Tutorial
11 min read

Flink on Kubernetes - how and why?

flink-on-kubernetes-how-why-getindata-albert-big-data-blog-macrovector

Flink is an open-source stream processing framework that supports both batch processing and data streaming programs. Streaming happens as data flows through the system with no compulsory time limitations in output.  Flink is used in a lot of projects, and we can see it in action in rule-based alerting, anomaly detection systems, web applications with personalized content or personalization of the offer in e-commerce. It can be integrated with the Hadoop ecosystem and Kubernetes, or it can run stand-alone.

Kubernetes has become the major player in the containerization field. It provides a lot of advantages and new challenges - we can call it the next step of IT evolution. Its maturity and main features allow more and more services to become available and to be deployed directly on Kubernetes. Apache Flink is a great example of such a service. We can find multiple ways to install and run it directly on Kubernetes which provide better scalability, easier implementation of Continuous Integration and Continuous Deployment, easier version upgrades and container reuse.

The most important difference between the solutions mentioned below is that they include different operators. Operators are software extensions to Kubernetes that make use of custom resources to manage applications and their components. Operators are used due to their flexibility (developers can create their own objects and simplify deployment) and offers the possibility to add custom logic, however operator preparation and validation is not simple - it requires a lot of work.

Note: Apache Flink by default exposes its own web UI with a description of the job, metrics, diagram of application, and information about TaskManagers.

Common aspects of Flink in Kubernetes

Let’s start with monitoring. We can set up the exporter, like the Prometheus exporter, add annotations to our pods and start scraping metrics from all the pods on which we run Flink jobs. It’s quite simple when using Prometheus and Kubernetes service discovery feature where we can define target annotations.

The second thing is High Availability. We need to start by connecting Flink jobs to object storage or HDFS in high availability in which we store data and Flink can save its checkpoints and savepoint. Moreover, Flink requires additional service to run two JobManagers to provide a high availability setup - here we can go with connecting them to Zookeeper or using the Kubernetes service to manage the active Flink instance.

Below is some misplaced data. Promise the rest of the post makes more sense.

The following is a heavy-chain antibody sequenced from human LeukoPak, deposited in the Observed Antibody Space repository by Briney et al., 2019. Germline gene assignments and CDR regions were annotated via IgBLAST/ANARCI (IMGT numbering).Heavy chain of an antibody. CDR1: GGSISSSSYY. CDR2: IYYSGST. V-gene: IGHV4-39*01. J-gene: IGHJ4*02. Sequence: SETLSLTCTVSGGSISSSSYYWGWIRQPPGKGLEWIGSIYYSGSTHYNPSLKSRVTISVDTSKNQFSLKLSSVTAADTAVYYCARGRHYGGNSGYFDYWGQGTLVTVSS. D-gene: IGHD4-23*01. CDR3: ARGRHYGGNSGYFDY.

Flink K8S operator

GitHub repository:
https://github.com/lyft/flinkk8soperator

lyft-flink-on-kubernetes-getindata-big-data

This service is developed by Lyft and is a great example of software that is constantly being improved by the community.  The operator acts as a control plane to manage the complete deployment lifecycle of the application. It is worth mentioning that the last version of this operator was released at the end of April 2020 with release v0.5.0. There is also a dedicated Slack workspace for the users. There is an annotation in the README file that the project is still in beta phase.

Installation and the upgrade process is quite simple. We can go with Kubernetes manifests or Helm chart - if we want to change something then we can go directly to GitHub to the fork repository and do what we want.

The CICD process is quite simple. We can use Kubernetes manifests or Helm charts with all updates and configuration there. Here, we use custom definitions managed by the operator, like the JobManager Deployment and Service, or TaskManager. If you have experience with deploying applications to Kubernetes, you'll know it is a smooth process. We can run additional checks to validate that our job has started successfully by calling the Flink job directly. This operator delivers blue green deployment that is a valuable feature. Blue-green deployment is a technique that reduces downtime and risk by running two identical production environments called Blue and Green. At any time, only one of the environments is live, with the live environment serving all production traffic - in this case we replace the old job with the new one when both are running and only one of them processes data.

The speed of submitting new jobs is not the best and it depends mostly on the amount of available resources - blue green deployment can take several minutes while some solutions described here are much faster.

Any configuration related to the job is managed in the same way, like in the YARN cluster, and it can be achieved by using templates with ConfigMaps stored in the repository. There are no problems with connecting Flink to object storage, kerberized components like Kafka or HDFS.

Advantages:

  • Blue-Green deployment
  • nice working custom objects on Kubernetes
  • open-source code available on GitHub
  • lightweight solution
  • simple addition of sidecar containers

Disadvantages:

  • no central management for jobs
  • no available SQL editor
  • we can’t run session clusters
  • starting  a job may take some time - still in beta

Kubernetes Operator for Apache Flink

GitHub repository:
https://github.com/GoogleCloudPlatform/flink-on-k8s-operator

gcp-flink-kubernetes-getindata-big-data-cloud

It is available in the Google Cloud repository but it’s worth mentioning that it’s not officially supported by the company from Mountain View. Talking about Operator, the installation of it is pretty straightforward and we can use Kubernetes manifests or Helm charts to deploy it in our environment.

It creates a custom resource definition FlinkCluster and runs a controller Pod to keep watching custom resources. Once a FlinkCluster custom resource is created and detected by the controller, the controller creates the underlying Kubernetes resource (e.g., JobManager Pod) based on the spec of the custom resource.